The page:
Real Estate Roundup: Very Few Bay Area Homeowners Underwater

Here’s a look at recent news of interest to homebuyers, home sellers, and the home-curious:

Rising prices are helping more U.S. homeowners pull their heads above water, with San Jose and San Francisco enjoying some of the lowest negative-equity rates in the country.diver

According to a recent RealtyTrac report, 13 percent of U.S. homes with a mortgage were seriously underwater in the fourth quarter, which the company defines as those financed by a loan that is at least 25 percent higher than the property’s value. The number of seriously underwater homes peaked in the second quarter of 2012 at 29 percent.

RealtyTrac says that just 2 percent of owners in San Jose are seriously underwater while 5 percent of those in San Francisco have negative equity in their homes. RealtyTrac’s report lists 11 major U.S. regions where the number of underwater homes is currently less than 10 percent.

Golden State real estate investors are much more likely to flip purchased properties than they are to rent them, perhaps a consequence of high home prices and limited inventory, says an report.

The company’s fourth-quarter survey found that 70.3 percent of California investors bidding on properties up for auction intend to flip them, while 27.2 percent plan to become landlords (the additional 2.5 percent were undecided). Nationally, investors were only slightly more likely to flip (50 percent) than they were to rent (47.3 percent).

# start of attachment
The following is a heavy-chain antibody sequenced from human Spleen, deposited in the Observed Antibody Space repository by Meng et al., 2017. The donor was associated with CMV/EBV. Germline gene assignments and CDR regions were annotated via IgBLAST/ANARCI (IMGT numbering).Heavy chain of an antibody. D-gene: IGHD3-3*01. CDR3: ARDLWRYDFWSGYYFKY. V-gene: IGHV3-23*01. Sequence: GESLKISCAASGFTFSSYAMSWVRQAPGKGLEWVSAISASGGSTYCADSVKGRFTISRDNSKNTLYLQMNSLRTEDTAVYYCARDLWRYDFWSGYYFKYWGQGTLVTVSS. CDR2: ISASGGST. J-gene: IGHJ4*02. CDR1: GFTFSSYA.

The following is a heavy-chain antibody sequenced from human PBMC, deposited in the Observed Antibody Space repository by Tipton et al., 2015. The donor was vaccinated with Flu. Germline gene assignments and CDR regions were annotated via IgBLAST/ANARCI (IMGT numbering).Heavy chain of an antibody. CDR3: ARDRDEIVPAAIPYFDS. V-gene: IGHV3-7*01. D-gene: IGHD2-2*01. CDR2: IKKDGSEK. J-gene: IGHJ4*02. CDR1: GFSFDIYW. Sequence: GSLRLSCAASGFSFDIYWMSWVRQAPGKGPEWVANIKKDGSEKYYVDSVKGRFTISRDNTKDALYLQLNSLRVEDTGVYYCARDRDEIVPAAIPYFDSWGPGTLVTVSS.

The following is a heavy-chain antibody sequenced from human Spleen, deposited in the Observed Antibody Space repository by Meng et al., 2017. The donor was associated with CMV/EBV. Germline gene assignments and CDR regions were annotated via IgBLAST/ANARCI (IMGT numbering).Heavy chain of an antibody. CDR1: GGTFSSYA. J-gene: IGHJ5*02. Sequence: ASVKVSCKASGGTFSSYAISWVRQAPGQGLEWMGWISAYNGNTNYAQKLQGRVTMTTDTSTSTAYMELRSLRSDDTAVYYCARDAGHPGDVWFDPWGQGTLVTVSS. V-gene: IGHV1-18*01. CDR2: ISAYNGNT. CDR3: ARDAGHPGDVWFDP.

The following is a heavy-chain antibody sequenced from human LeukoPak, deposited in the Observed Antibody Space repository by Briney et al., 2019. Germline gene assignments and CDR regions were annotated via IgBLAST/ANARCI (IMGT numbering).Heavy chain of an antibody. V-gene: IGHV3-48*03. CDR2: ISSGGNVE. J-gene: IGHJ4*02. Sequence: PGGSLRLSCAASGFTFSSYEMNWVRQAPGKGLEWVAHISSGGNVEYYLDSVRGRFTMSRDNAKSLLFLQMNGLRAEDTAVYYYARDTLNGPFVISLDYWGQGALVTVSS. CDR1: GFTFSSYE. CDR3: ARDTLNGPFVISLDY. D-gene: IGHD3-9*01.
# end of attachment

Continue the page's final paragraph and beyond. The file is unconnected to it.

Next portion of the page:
“It’s probably not a coincidence that some of the highest-priced markets, such as California and the Northeast, are seeing more flipping activity, since higher-priced homes are more difficult to rent out profitably,” Executive Vice President Rick Sharga said. “But it’s also very possible that part of the reason we’re seeing an increase in flipping is that in many of these markets there’s simply not enough new or existing home inventory to meet buyer demand. That spells opportunity for real estate investors who can buy, fix, and flip a property quickly and efficiently.”

An increasing number of wealthy homeowners are looking to add an outdoor kitchen, a trend that could certainly translate to the Bay Area given our region’s mostly temperate year-round climate.

Citing results from a December survey, an article by the National Association of Realtors says that while only 4 percent of households with $150,000-plus annual incomes currently have outdoor kitchens, 13.6 percent plan to add them. Outdoor kitchens are most popular with homeowners in the 45-to-54 age bracket, particularly those with children.

The survey found that the most coveted outdoor-kitchen amenity was a pizza oven, as it acts as a gathering place for dinner-party guests to help with food preparation.

The majority of millennials would prefer to own a single-family home in the suburbs than an urban condominium, a newly released survey from the National Association of Homebuilders (NAHB) has discovered.

According to an article in The Wall Street Journal, 66 percent of survey respondents born after 1977 want to live in the suburbs, as opposed to 10 percent who expressed a preference for urban living. Surprisingly, 24 percent of millennials said they would opt to purchase a home in a rural location.

NAHB told the publication that millennials are eyeing the suburbs because they desire more space than they currently have, noting that 81 percent of respondents want a home with three or more bedrooms.

(Photo: Flickr/George Asbeck)

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